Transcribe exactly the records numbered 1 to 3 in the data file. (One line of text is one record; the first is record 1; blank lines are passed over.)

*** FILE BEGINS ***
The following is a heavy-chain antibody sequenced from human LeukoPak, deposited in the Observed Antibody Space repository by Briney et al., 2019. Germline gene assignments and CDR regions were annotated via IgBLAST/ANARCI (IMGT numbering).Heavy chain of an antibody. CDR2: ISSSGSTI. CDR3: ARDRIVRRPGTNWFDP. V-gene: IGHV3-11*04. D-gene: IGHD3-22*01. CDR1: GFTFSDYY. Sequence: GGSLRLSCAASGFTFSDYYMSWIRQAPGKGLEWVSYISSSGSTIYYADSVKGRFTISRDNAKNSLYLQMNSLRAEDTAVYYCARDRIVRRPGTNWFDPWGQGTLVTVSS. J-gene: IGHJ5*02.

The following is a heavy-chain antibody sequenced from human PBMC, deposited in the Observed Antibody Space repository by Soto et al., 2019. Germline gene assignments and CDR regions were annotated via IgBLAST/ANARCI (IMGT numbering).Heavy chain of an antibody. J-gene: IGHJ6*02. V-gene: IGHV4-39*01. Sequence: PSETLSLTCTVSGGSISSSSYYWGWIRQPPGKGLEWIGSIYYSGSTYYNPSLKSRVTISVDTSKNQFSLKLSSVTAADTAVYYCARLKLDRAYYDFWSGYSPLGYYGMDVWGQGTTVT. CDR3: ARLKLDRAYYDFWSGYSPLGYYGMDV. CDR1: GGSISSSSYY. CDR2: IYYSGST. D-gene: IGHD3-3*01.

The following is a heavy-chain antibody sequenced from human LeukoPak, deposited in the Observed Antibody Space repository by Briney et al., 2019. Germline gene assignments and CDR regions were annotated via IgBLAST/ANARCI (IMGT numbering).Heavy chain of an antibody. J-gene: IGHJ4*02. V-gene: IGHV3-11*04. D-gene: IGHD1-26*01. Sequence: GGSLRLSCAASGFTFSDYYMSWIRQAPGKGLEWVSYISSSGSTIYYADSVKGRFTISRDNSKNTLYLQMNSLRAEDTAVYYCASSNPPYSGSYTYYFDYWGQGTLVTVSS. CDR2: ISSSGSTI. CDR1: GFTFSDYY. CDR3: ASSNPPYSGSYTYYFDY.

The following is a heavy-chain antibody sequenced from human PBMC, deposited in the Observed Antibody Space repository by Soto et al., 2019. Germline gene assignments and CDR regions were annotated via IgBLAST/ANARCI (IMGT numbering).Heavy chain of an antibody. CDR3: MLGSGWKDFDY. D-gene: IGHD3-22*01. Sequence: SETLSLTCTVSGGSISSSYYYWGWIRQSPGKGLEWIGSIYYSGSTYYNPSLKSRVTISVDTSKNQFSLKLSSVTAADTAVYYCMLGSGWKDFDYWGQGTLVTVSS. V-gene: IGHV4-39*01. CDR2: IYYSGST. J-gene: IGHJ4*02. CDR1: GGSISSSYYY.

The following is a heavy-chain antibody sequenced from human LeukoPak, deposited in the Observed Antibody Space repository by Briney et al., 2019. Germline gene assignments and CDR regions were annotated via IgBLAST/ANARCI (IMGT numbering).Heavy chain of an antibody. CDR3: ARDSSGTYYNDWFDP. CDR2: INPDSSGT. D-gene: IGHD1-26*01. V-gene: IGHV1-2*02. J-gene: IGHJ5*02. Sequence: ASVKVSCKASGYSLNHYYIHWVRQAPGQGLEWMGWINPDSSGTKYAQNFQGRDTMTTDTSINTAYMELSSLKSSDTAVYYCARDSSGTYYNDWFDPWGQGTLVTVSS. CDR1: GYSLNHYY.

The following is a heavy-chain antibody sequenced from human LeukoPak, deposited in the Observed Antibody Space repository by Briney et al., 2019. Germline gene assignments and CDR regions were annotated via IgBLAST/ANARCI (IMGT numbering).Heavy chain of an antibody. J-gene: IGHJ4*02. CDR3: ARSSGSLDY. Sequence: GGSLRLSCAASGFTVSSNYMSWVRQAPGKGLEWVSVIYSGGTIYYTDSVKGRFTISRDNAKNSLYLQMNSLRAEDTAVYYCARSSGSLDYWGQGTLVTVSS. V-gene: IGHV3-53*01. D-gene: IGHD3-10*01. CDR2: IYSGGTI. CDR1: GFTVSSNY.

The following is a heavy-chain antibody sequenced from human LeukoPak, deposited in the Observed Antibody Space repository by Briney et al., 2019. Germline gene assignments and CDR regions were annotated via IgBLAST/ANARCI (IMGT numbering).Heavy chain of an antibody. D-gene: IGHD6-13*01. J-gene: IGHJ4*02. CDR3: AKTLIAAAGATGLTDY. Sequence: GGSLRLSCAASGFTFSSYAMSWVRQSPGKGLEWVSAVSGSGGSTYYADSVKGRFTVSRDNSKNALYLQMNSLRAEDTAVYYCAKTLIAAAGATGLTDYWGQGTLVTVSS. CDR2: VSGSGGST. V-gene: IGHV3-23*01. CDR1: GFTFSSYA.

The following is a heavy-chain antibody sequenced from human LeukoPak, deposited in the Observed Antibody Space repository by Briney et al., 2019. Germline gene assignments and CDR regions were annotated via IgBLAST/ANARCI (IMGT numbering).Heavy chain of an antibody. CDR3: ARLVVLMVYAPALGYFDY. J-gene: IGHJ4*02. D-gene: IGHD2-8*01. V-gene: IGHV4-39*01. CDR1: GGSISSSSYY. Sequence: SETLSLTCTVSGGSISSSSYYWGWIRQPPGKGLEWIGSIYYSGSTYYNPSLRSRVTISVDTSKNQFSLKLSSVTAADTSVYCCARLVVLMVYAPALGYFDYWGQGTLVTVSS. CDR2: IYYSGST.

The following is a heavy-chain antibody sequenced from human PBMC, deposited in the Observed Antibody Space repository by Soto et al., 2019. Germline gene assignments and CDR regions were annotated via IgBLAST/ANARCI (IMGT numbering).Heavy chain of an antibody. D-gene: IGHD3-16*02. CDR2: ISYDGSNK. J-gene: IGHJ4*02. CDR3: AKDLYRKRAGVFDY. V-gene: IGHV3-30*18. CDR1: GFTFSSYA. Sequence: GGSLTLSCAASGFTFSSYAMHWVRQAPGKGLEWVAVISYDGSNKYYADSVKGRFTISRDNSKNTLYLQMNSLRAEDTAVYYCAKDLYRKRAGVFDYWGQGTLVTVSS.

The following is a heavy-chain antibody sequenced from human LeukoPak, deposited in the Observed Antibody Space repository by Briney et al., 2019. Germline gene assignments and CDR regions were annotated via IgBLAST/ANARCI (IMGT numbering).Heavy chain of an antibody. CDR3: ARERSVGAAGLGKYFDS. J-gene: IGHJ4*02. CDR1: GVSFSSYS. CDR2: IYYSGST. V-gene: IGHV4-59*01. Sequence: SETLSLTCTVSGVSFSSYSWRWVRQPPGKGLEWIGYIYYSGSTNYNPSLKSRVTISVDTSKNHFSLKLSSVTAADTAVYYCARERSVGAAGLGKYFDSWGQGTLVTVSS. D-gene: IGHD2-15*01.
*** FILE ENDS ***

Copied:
The following is a heavy-chain antibody sequenced from human LeukoPak, deposited in the Observed Antibody Space repository by Briney et al., 2019. Germline gene assignments and CDR regions were annotated via IgBLAST/ANARCI (IMGT numbering).Heavy chain of an antibody. CDR2: ISSSGSTI. CDR3: ARDRIVRRPGTNWFDP. V-gene: IGHV3-11*04. D-gene: IGHD3-22*01. CDR1: GFTFSDYY. Sequence: GGSLRLSCAASGFTFSDYYMSWIRQAPGKGLEWVSYISSSGSTIYYADSVKGRFTISRDNAKNSLYLQMNSLRAEDTAVYYCARDRIVRRPGTNWFDPWGQGTLVTVSS. J-gene: IGHJ5*02.

The following is a heavy-chain antibody sequenced from human PBMC, deposited in the Observed Antibody Space repository by Soto et al., 2019. Germline gene assignments and CDR regions were annotated via IgBLAST/ANARCI (IMGT numbering).Heavy chain of an antibody. J-gene: IGHJ6*02. V-gene: IGHV4-39*01. Sequence: PSETLSLTCTVSGGSISSSSYYWGWIRQPPGKGLEWIGSIYYSGSTYYNPSLKSRVTISVDTSKNQFSLKLSSVTAADTAVYYCARLKLDRAYYDFWSGYSPLGYYGMDVWGQGTTVT. CDR3: ARLKLDRAYYDFWSGYSPLGYYGMDV. CDR1: GGSISSSSYY. CDR2: IYYSGST. D-gene: IGHD3-3*01.

The following is a heavy-chain antibody sequenced from human LeukoPak, deposited in the Observed Antibody Space repository by Briney et al., 2019. Germline gene assignments and CDR regions were annotated via IgBLAST/ANARCI (IMGT numbering).Heavy chain of an antibody. J-gene: IGHJ4*02. V-gene: IGHV3-11*04. D-gene: IGHD1-26*01. Sequence: GGSLRLSCAASGFTFSDYYMSWIRQAPGKGLEWVSYISSSGSTIYYADSVKGRFTISRDNSKNTLYLQMNSLRAEDTAVYYCASSNPPYSGSYTYYFDYWGQGTLVTVSS. CDR2: ISSSGSTI. CDR1: GFTFSDYY. CDR3: ASSNPPYSGSYTYYFDY.